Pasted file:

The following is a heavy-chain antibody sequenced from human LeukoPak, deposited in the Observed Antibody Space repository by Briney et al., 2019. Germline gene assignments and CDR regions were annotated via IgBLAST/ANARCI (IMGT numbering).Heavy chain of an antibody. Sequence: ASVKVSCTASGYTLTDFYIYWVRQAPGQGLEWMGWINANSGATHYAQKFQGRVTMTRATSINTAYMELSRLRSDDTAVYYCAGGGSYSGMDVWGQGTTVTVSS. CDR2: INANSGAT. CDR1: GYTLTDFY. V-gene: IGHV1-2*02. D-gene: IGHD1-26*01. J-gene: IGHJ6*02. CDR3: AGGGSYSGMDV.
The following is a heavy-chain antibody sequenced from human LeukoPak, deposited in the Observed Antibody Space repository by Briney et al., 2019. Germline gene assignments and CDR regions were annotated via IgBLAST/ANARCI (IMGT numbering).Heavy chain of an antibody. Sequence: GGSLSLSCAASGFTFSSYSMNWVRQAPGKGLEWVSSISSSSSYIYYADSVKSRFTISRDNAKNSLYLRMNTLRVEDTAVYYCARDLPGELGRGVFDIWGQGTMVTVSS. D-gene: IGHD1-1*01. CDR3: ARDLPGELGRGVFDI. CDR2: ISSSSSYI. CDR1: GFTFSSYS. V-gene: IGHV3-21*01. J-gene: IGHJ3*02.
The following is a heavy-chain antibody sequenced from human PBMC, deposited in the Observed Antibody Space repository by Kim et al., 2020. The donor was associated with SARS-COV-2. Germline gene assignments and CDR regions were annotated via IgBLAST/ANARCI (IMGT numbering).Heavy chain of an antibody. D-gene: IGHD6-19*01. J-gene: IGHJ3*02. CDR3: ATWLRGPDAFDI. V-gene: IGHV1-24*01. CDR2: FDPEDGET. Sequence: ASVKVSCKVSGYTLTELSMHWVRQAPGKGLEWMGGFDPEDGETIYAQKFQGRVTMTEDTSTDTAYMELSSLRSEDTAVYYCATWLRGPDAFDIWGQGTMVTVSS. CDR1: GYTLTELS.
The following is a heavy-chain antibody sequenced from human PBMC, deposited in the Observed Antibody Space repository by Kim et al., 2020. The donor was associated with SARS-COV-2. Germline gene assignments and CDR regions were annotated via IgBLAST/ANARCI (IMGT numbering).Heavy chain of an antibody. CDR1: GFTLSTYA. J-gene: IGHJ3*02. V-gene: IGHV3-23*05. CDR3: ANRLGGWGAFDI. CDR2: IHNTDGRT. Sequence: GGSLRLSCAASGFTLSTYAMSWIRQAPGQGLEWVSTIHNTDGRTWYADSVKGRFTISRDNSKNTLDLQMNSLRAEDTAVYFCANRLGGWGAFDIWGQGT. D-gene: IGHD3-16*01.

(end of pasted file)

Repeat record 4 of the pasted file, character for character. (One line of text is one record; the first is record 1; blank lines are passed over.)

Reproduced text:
The following is a heavy-chain antibody sequenced from human PBMC, deposited in the Observed Antibody Space repository by Kim et al., 2020. The donor was associated with SARS-COV-2. Germline gene assignments and CDR regions were annotated via IgBLAST/ANARCI (IMGT numbering).Heavy chain of an antibody. CDR1: GFTLSTYA. J-gene: IGHJ3*02. V-gene: IGHV3-23*05. CDR3: ANRLGGWGAFDI. CDR2: IHNTDGRT. Sequence: GGSLRLSCAASGFTLSTYAMSWIRQAPGQGLEWVSTIHNTDGRTWYADSVKGRFTISRDNSKNTLDLQMNSLRAEDTAVYFCANRLGGWGAFDIWGQGT. D-gene: IGHD3-16*01.